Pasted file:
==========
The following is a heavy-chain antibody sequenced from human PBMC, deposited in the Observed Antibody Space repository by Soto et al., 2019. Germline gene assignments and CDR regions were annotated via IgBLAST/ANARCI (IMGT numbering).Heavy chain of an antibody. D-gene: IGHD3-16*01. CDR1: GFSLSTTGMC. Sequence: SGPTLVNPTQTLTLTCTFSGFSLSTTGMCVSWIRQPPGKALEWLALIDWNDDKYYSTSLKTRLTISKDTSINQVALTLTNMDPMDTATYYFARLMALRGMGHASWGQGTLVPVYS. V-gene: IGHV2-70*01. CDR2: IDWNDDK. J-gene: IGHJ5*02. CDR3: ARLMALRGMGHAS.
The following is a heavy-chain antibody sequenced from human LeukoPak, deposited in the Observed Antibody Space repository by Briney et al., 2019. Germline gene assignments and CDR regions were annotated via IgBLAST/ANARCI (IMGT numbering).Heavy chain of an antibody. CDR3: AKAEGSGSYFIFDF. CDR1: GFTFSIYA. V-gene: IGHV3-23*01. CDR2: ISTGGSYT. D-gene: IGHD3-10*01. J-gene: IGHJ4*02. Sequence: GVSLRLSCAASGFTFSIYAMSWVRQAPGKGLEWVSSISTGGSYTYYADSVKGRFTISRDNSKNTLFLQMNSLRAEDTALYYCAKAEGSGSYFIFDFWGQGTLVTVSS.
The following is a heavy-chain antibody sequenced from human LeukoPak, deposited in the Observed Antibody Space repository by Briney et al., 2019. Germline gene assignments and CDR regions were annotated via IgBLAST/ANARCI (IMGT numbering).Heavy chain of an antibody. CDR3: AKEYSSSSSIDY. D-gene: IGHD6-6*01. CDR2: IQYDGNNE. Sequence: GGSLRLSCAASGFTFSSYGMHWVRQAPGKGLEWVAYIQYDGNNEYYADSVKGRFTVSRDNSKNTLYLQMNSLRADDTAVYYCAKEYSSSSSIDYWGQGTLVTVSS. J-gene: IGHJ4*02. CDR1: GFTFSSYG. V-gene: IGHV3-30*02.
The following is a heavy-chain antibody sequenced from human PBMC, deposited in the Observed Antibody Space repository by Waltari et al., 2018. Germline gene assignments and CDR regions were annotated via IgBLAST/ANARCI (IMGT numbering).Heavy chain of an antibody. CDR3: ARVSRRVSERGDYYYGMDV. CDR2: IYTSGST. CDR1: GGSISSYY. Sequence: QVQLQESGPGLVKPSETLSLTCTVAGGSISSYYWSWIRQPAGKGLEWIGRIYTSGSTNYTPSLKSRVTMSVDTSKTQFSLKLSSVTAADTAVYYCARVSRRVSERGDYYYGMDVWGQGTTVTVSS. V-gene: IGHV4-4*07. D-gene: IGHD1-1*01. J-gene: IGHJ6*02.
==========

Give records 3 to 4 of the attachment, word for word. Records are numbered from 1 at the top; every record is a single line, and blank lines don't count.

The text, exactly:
The following is a heavy-chain antibody sequenced from human LeukoPak, deposited in the Observed Antibody Space repository by Briney et al., 2019. Germline gene assignments and CDR regions were annotated via IgBLAST/ANARCI (IMGT numbering).Heavy chain of an antibody. CDR3: AKEYSSSSSIDY. D-gene: IGHD6-6*01. CDR2: IQYDGNNE. Sequence: GGSLRLSCAASGFTFSSYGMHWVRQAPGKGLEWVAYIQYDGNNEYYADSVKGRFTVSRDNSKNTLYLQMNSLRADDTAVYYCAKEYSSSSSIDYWGQGTLVTVSS. J-gene: IGHJ4*02. CDR1: GFTFSSYG. V-gene: IGHV3-30*02.
The following is a heavy-chain antibody sequenced from human PBMC, deposited in the Observed Antibody Space repository by Waltari et al., 2018. Germline gene assignments and CDR regions were annotated via IgBLAST/ANARCI (IMGT numbering).Heavy chain of an antibody. CDR3: ARVSRRVSERGDYYYGMDV. CDR2: IYTSGST. CDR1: GGSISSYY. Sequence: QVQLQESGPGLVKPSETLSLTCTVAGGSISSYYWSWIRQPAGKGLEWIGRIYTSGSTNYTPSLKSRVTMSVDTSKTQFSLKLSSVTAADTAVYYCARVSRRVSERGDYYYGMDVWGQGTTVTVSS. V-gene: IGHV4-4*07. D-gene: IGHD1-1*01. J-gene: IGHJ6*02.